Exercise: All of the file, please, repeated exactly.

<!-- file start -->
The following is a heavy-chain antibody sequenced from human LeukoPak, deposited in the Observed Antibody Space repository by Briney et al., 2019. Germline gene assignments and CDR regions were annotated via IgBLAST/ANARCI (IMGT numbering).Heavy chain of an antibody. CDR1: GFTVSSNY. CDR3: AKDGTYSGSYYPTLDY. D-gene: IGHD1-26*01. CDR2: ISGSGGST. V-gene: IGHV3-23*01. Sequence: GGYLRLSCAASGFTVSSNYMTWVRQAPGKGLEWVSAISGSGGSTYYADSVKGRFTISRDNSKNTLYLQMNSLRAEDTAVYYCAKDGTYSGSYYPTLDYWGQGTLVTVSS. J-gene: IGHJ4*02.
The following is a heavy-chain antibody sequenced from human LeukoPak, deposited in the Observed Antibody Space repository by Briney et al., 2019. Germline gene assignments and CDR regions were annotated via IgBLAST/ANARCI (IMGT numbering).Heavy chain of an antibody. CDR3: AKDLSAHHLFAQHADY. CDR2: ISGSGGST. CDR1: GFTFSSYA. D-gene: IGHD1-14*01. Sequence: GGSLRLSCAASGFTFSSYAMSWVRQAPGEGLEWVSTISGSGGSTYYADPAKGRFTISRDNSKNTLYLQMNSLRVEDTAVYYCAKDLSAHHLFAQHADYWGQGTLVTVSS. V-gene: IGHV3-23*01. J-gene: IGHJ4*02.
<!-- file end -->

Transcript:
The following is a heavy-chain antibody sequenced from human LeukoPak, deposited in the Observed Antibody Space repository by Briney et al., 2019. Germline gene assignments and CDR regions were annotated via IgBLAST/ANARCI (IMGT numbering).Heavy chain of an antibody. CDR1: GFTVSSNY. CDR3: AKDGTYSGSYYPTLDY. D-gene: IGHD1-26*01. CDR2: ISGSGGST. V-gene: IGHV3-23*01. Sequence: GGYLRLSCAASGFTVSSNYMTWVRQAPGKGLEWVSAISGSGGSTYYADSVKGRFTISRDNSKNTLYLQMNSLRAEDTAVYYCAKDGTYSGSYYPTLDYWGQGTLVTVSS. J-gene: IGHJ4*02.
The following is a heavy-chain antibody sequenced from human LeukoPak, deposited in the Observed Antibody Space repository by Briney et al., 2019. Germline gene assignments and CDR regions were annotated via IgBLAST/ANARCI (IMGT numbering).Heavy chain of an antibody. CDR3: AKDLSAHHLFAQHADY. CDR2: ISGSGGST. CDR1: GFTFSSYA. D-gene: IGHD1-14*01. Sequence: GGSLRLSCAASGFTFSSYAMSWVRQAPGEGLEWVSTISGSGGSTYYADPAKGRFTISRDNSKNTLYLQMNSLRVEDTAVYYCAKDLSAHHLFAQHADYWGQGTLVTVSS. V-gene: IGHV3-23*01. J-gene: IGHJ4*02.